South Africans are definitely not colour blind. Forty-odd years of apartheid has ensured that the concept of race is entrenched in the hearts and minds of many citizens of Mzansi (as the country is known locally). The dawn of democracy in 1994 gave birth to hopes of an equal society, free from the prejudices of the discriminatory laws that kept South Africans apart for so long. However, sixteen years on, it is becoming increasingly evident that race and its associated stigmas, is a hurdle that South Africans are struggling to overcome.
Judging from the blogosphere, it seems that South Africans are weary of being labeled and truly long to find common ground. Ryland Fisher articulates these feelings:
In fact, I have been amazed when I travel overseas and we are all just considered to be South Africans, because that is where we come from. However, as soon as we return home, we again attach our various identities. So then we become African or African black or black African, coloured or so-called coloured, Indian, Chinese (or black), white or in the minds of some people who would like to perpetuate apartheid, European.
We disintegrate into Xhosas and Zulus, Tswanas and Pedis, Vendas or Sothos. We become Tamils or Hindus, Muslims or Christians or Jews. I am not saying that there is something wrong with all these multiple identities but when we use our identities as a weapon against others, as we tend to do in South Africa, then I think there is a problem.
Using “identities as a weapon,” as Ryland has stated, is something that South Africans are all too familiar with. It is sometimes termed as “flashing a race card”. It seems that race is often used to try to win over an argument or make a certain point. In fact, the term race card became so popular that enterprising young South Africans actually produced tangible cards and marketed them as can be found here.
Be that as it may, wading further through the matrix of the web, one gets a palpable sense that change is in the air. It seems that South Africans from all walks of life are transforming, irrespective of the divisions that are so widely reported about in mainstream media.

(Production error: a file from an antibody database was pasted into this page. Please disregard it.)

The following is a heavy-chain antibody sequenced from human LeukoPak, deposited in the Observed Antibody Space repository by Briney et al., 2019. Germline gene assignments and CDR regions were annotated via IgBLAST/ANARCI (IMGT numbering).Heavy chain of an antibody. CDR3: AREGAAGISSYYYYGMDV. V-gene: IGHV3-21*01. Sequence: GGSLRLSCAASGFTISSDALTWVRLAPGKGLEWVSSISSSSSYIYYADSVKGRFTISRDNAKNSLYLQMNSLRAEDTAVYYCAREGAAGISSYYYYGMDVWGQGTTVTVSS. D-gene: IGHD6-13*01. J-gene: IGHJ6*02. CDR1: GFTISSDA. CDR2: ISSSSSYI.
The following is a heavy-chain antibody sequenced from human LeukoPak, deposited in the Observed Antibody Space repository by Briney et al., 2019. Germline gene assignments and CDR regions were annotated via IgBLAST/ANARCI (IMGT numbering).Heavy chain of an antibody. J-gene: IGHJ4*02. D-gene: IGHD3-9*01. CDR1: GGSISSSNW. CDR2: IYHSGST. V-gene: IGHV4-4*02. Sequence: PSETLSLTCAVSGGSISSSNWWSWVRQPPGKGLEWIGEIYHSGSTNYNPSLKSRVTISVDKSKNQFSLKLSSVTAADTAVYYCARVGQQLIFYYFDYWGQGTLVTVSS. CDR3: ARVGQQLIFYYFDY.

David Gemmell’s words are truly optimistic about the state of race relations in South Africa:
A few years ago, when my daughter was at junior school, we arranged for me to collect her and a friend, to go to movies. When confirming our plans I asked which friend she would be bringing.
“Mel,” she said. “Remind me, who is Mel?” I asked in typically vague father style. “She's the slightly plump girl with glasses that came to my party – you've met her.”
When I picked them up, the most striking thing about Mel was that she was black. My 14-year-old daughter didn't seem to think the colour of someone's skin was useful to describe people. All my friends have similar stories.
One-Eye-Only has a similar experience:
Yup, the white folks and the black folks and the coloured folks and old folks and young folks and gay folks and breeder folks all danced together. If Nelson Mandela had seen it he would have orgasmed. South African folks, dancing together, to classic South African music. Really, this divisive shit we like to espouse all day gets over-ridden by what happens when we all get together with a few drinks…
The upcoming FIFA World Cup has also contributed towards the surge in South African pride and togetherness. Many South Africans have displayed the pride and confidence that they have in the nation by displaying South African flags on their cars, as African Crisis explains:
The interesting thing is that it is not only black motorists who are flying the flags. A surprising number of white drivers have flags on their cars
Perhaps Dogs of War delivers the current sentiment the best,
South Africa belongs to all of us. A guaranteed way to for all to succeed is for South Africa to succeed. Take my word, South Africa will succeed.